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New search engine designed to help physicians and the public in diagnosing rare diseases

New search engine designed to help physicians and the public in diagnosing rare diseases

A recent report from the Pew Internet & American Life Project found that 35 percent of American adults have used the Internet to specifically diagnose a medical condition they, or someone else, might have. Similarly, a 2011 survey showed that 46 percent of physicians frequently turn to sites like Google or Yahoo to treat, diagnose or care for patients.

But as many patients with rare diseases know, using conventional Internet search engines to diagnose a condition that occurs in less than 1 in 2000 of the population can prove tricky. So a group of European researchers developed an alternative, called FindZebra, to help physicians and patients’ conduct more effective search queries. Technology Review’s Physics arXiv Blog reports:

The magic sauce in FindZebra is the index it uses to hunt for results. [Radu Dragusin, assistant lecturer at the University of Copenhagen in Denmark, and colleagues] have created this index by crawling a specially selected set of curated  databases on rare diseases. These include the Online Mendelian Inheritance in Man database, the Genetic and Rare Diseases Information Center and Orphanet.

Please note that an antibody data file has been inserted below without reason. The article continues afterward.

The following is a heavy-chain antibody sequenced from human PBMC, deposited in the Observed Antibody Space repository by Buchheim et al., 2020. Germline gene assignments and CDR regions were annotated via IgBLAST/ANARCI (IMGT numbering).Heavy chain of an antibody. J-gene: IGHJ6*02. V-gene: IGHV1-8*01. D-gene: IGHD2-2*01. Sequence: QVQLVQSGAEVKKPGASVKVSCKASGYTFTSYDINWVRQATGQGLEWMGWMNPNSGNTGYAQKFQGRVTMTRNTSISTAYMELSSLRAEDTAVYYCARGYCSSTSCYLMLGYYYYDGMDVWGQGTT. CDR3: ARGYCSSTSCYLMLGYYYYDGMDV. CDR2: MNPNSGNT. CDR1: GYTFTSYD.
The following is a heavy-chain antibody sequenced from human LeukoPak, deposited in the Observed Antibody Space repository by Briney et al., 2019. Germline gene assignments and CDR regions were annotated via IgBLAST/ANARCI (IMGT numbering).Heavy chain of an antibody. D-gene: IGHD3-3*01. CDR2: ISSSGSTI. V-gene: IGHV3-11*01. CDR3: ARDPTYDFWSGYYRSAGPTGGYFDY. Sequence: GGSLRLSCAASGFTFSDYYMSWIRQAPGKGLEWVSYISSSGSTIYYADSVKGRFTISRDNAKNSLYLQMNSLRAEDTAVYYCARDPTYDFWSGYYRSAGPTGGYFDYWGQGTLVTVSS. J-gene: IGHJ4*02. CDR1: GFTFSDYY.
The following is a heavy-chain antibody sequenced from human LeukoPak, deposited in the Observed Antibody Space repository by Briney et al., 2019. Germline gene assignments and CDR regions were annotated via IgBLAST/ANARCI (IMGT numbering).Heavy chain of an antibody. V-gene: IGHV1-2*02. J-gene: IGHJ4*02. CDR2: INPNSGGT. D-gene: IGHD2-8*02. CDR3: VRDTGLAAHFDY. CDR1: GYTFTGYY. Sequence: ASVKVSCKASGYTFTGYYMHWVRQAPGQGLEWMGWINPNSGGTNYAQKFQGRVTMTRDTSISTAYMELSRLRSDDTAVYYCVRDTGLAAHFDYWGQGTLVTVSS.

They then use the open source information retrieval tool Indri to search this index via a website with a conventional search engine interface. The result is FindZebra.

Finally, they compared the results of searches on FindZebra against the same search on Google applied to the same limited dataset, a feature that is possible with advanced Google searches.  Dragusin and co say that the Google results are significantly worse than their own.

Although still a research project, [developers] have made their rare disease search engine publicly available at www.findzebra.com. This could clearly become a valuable tool for the medical community.

Previously: Report shows 35 percent of U.S. adults turn to the Internet to diagnose a medical condition, Dr. Google: Threat or menace? and Patient self-diagnosis: From the browser to the exam room

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